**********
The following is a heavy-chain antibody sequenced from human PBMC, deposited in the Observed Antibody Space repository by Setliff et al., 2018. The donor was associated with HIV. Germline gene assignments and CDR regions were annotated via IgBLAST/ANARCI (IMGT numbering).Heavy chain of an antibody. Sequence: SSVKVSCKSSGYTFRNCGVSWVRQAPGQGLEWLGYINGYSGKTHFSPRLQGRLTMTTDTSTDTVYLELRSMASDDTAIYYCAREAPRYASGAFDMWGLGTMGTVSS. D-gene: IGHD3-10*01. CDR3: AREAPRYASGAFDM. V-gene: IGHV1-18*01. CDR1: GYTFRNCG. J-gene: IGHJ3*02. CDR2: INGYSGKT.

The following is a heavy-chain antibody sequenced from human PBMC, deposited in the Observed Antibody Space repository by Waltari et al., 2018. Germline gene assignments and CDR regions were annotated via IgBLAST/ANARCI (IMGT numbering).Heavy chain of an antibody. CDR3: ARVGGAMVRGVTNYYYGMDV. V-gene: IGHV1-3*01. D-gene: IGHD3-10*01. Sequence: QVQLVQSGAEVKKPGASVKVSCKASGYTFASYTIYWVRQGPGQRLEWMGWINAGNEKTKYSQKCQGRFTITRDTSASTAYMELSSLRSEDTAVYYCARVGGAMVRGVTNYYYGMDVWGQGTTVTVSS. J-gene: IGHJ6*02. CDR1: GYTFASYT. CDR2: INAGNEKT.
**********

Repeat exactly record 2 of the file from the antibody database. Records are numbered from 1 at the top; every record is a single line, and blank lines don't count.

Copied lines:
The following is a heavy-chain antibody sequenced from human PBMC, deposited in the Observed Antibody Space repository by Waltari et al., 2018. Germline gene assignments and CDR regions were annotated via IgBLAST/ANARCI (IMGT numbering).Heavy chain of an antibody. CDR3: ARVGGAMVRGVTNYYYGMDV. V-gene: IGHV1-3*01. D-gene: IGHD3-10*01. Sequence: QVQLVQSGAEVKKPGASVKVSCKASGYTFASYTIYWVRQGPGQRLEWMGWINAGNEKTKYSQKCQGRFTITRDTSASTAYMELSSLRSEDTAVYYCARVGGAMVRGVTNYYYGMDVWGQGTTVTVSS. J-gene: IGHJ6*02. CDR1: GYTFASYT. CDR2: INAGNEKT.